One of the things that makes managing financial risk and compliance so difficult is how time-consuming it can be. As organisations grow, they become more complex, forming new global business partnerships and processing increasingly large amounts of data, which brings more risk and compliance laws into scope.
This is where AI presents a huge opportunity, thanks to its ability to automate mundane, everyday tasks, offer rapid assessments and help financial institutions better understand and manage the risks they face. Whether identifying gaps in policies and control frameworks or analysing thousands of pages of regulations across multiple jurisdictions in seconds, the potential is truly enormous.
Not a risk-free endeavour
That’s not to say AI doesn’t create a few risks of its own. First and foremost, risk-management and compliance functions are in the very earliest stages of AI integration, which means the current lack of understanding will almost certainly lead to teething problems and mistakes. Indeed, many risk professionals are working round the clock to understand how best to integrate AI into long-established, well-run programmes and processes retrospectively.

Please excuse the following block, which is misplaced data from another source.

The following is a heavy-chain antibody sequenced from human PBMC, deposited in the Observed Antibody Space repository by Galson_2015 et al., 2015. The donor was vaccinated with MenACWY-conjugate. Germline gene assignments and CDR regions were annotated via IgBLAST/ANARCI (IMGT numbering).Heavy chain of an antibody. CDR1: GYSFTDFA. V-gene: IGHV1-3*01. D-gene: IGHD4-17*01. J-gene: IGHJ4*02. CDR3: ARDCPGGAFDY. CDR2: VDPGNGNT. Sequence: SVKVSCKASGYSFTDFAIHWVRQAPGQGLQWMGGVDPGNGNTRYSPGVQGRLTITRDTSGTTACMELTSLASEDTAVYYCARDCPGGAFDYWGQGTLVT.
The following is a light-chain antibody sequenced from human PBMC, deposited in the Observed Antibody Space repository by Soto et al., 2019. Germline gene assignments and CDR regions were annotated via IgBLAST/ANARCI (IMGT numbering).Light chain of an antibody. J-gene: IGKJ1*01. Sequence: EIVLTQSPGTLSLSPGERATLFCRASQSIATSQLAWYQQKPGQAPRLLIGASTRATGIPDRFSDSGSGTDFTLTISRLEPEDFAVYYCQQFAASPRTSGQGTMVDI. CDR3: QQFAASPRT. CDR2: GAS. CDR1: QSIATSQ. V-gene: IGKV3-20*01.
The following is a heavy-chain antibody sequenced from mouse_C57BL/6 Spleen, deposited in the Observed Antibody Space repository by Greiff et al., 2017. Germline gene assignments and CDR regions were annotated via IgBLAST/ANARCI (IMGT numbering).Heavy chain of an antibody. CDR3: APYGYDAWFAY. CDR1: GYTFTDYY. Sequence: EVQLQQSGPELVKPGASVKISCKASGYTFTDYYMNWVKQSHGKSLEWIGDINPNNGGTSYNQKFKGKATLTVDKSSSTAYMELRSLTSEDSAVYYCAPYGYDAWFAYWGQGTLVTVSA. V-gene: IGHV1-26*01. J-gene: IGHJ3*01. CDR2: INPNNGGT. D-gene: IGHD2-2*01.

Furthermore, AI is far from flawless in its current iteration. For all the positive headlines generated, chatbots such as ChatGPT have also garnered numerous negative ones, particularly relating to high-profile gaffs, biased content and limited knowledge of the world beyond 2021 (at least for now).
Therefore, to make the most of AI’s vast potential without falling foul of its current limitations, financial institutions need to look closely at both the opportunities and challenges it presents, putting risk and compliance managers at the forefront of its exploration to find the right path forward to successful implementation. In fact, understanding the technology, its applications and the risks it poses should all be considered fundamental requirements before partial or full-scale deployment is even considered.
Better than humans?